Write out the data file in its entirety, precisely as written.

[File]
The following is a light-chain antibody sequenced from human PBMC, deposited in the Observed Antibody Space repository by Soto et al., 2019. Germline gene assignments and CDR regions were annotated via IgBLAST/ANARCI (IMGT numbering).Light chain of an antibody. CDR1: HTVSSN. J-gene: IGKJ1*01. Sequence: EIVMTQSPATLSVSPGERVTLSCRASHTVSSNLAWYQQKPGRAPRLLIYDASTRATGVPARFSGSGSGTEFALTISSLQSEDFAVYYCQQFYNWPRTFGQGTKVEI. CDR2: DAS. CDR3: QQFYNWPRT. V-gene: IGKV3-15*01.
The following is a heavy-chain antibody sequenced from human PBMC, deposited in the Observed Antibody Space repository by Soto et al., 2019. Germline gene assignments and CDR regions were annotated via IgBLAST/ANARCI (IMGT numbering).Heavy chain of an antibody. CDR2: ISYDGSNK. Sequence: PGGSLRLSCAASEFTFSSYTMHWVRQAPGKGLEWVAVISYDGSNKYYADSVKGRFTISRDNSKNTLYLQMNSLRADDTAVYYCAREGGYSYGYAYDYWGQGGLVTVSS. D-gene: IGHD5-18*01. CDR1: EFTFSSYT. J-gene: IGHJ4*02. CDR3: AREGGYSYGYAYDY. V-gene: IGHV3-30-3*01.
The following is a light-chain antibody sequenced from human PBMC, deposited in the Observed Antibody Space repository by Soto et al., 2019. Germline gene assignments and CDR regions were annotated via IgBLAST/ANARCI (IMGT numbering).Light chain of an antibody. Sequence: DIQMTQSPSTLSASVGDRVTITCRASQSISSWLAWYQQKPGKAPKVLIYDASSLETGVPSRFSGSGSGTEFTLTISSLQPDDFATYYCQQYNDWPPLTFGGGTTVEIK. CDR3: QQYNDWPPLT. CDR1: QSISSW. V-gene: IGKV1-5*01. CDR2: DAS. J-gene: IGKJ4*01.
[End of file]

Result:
The following is a light-chain antibody sequenced from human PBMC, deposited in the Observed Antibody Space repository by Soto et al., 2019. Germline gene assignments and CDR regions were annotated via IgBLAST/ANARCI (IMGT numbering).Light chain of an antibody. CDR1: HTVSSN. J-gene: IGKJ1*01. Sequence: EIVMTQSPATLSVSPGERVTLSCRASHTVSSNLAWYQQKPGRAPRLLIYDASTRATGVPARFSGSGSGTEFALTISSLQSEDFAVYYCQQFYNWPRTFGQGTKVEI. CDR2: DAS. CDR3: QQFYNWPRT. V-gene: IGKV3-15*01.
The following is a heavy-chain antibody sequenced from human PBMC, deposited in the Observed Antibody Space repository by Soto et al., 2019. Germline gene assignments and CDR regions were annotated via IgBLAST/ANARCI (IMGT numbering).Heavy chain of an antibody. CDR2: ISYDGSNK. Sequence: PGGSLRLSCAASEFTFSSYTMHWVRQAPGKGLEWVAVISYDGSNKYYADSVKGRFTISRDNSKNTLYLQMNSLRADDTAVYYCAREGGYSYGYAYDYWGQGGLVTVSS. D-gene: IGHD5-18*01. CDR1: EFTFSSYT. J-gene: IGHJ4*02. CDR3: AREGGYSYGYAYDY. V-gene: IGHV3-30-3*01.
The following is a light-chain antibody sequenced from human PBMC, deposited in the Observed Antibody Space repository by Soto et al., 2019. Germline gene assignments and CDR regions were annotated via IgBLAST/ANARCI (IMGT numbering).Light chain of an antibody. Sequence: DIQMTQSPSTLSASVGDRVTITCRASQSISSWLAWYQQKPGKAPKVLIYDASSLETGVPSRFSGSGSGTEFTLTISSLQPDDFATYYCQQYNDWPPLTFGGGTTVEIK. CDR3: QQYNDWPPLT. CDR1: QSISSW. V-gene: IGKV1-5*01. CDR2: DAS. J-gene: IGKJ4*01.